What are the operative details of surgery for trigger finger (TF)?

Updated: Apr 26, 2021
  • Author: Satishchandra Kale, MD, MBBS, MBA, MCh(Orth), FRCS(Edin), FRCS(Tr&Orth); Chief Editor: Harris Gellman, MD  more...
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Answer

The MCP joint is hyperextended to displace the neurovascular structures dorsally, minimizing the risk of injury.

A transverse incision measuring 1-1.5 cm is made over the involved metacarpal head. Blunt dissection is used to spread the subcutaneous fat and expose the tendon sheath.

The proximal edge of the A1 pulley is identified, and a scalpel blade is used to divide the entire A1 pulley in the midline under vision. Care is taken to avoid incising too distally and risk cutting into the A2 pulley, which can result in bowstringing. A study suggests that the proximal part of the A2 pulley can be safely incised if the release of the A1 pulley in isolation does not result in relief of triggering. [72] This is still experimental and is best left to hand or plastic and reconstructive surgeons.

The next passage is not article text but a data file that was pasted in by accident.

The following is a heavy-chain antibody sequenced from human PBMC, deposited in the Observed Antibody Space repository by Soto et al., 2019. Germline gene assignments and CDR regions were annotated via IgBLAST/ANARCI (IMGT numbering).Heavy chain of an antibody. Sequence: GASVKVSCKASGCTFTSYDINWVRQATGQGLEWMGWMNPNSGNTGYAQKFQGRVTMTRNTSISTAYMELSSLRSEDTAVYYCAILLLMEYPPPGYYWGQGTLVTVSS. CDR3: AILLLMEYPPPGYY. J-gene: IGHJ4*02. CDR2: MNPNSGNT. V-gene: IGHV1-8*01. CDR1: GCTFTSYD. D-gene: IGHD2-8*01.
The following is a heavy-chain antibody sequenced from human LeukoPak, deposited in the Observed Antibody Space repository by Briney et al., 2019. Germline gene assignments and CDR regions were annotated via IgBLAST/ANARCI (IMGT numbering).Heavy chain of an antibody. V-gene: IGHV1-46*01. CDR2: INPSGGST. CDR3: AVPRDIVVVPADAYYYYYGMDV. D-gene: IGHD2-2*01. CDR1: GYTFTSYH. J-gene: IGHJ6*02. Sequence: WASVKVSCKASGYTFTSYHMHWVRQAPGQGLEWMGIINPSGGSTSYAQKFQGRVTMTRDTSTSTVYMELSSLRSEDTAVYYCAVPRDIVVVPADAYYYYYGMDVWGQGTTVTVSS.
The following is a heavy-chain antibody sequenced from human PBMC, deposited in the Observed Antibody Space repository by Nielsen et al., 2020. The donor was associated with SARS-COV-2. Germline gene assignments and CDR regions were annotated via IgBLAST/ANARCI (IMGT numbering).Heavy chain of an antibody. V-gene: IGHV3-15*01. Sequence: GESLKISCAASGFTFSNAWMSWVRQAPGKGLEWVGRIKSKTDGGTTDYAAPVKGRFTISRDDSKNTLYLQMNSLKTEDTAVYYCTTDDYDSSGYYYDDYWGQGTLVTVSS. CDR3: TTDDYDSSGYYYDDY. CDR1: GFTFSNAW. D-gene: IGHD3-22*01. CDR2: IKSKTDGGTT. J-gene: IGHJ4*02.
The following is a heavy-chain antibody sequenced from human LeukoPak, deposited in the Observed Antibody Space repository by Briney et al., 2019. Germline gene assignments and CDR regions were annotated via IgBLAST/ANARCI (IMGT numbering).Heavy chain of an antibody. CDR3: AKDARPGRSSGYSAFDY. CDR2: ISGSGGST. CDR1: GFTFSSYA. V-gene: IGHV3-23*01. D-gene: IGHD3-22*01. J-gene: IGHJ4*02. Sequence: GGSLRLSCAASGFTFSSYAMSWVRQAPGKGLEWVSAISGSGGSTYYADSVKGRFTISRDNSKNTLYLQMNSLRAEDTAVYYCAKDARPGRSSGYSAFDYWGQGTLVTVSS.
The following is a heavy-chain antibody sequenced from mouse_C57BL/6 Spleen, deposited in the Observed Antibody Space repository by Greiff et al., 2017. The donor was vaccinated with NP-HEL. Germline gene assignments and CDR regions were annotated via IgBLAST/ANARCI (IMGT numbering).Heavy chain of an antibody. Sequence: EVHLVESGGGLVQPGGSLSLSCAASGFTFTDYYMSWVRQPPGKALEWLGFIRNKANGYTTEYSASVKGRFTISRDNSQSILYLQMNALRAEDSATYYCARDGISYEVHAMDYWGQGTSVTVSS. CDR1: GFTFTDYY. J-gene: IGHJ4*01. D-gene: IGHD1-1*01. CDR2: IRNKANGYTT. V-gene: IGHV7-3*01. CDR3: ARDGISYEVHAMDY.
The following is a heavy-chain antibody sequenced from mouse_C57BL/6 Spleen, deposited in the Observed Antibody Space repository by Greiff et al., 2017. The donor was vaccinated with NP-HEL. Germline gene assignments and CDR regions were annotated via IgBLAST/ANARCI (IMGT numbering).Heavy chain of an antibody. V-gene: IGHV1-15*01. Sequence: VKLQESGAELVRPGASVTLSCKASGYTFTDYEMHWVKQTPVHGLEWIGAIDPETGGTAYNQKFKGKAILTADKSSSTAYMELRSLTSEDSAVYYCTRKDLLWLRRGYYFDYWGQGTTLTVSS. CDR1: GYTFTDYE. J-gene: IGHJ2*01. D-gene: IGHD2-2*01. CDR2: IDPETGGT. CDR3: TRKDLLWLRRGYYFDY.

The patient is asked to actively move the digit to confirm full release. Meticulous hemostasis is achieved with a bipolar cautery, and the wound is closed with two or three skin sutures. The hand is left free, and motion is encouraged immediately following the procedure.

If a percutaneous approach is favored, a pair of blunt-tipped, fine scissors is introduced through the incision, and the A1 pulley is transected (see the image below). Care is taken not to drift too distally. Disappearance of a grating sensation indicates complete section of the pulley through a separate, distal oblique incision.

A1 pulley is sectioned by using blunt-tipped, fine A1 pulley is sectioned by using blunt-tipped, fine scissors, keeping strictly in midline. Note digit being held in hyperextended position by assistant to displace neurovascular bundles away from midline.

A study by Rogo-Manaute et al showed that it is possible to use ultrasonographically guided percutaneous release to achieve a success rate of 100%. With adequate anatomic knowledge, technical training, and a basic ultrasound machine, sonographically directed A1 pulley release can be performed safely and successfully, thus offering an alternative to conventional open technique. [73]

On rare occasions, sectioning the A1 pulley does not relieve triggering, indicating that the A3 pulley might be involved. If that is the case, the A3 pulley requires division. This percutaneous technique as described here usually applies to most cases of triggering, exceptions being surgery for trigger thumb in children and triggering involved in conditions like RA, in which the nodule formation may be distal to the A1 pulley and for which open surgery may be required.


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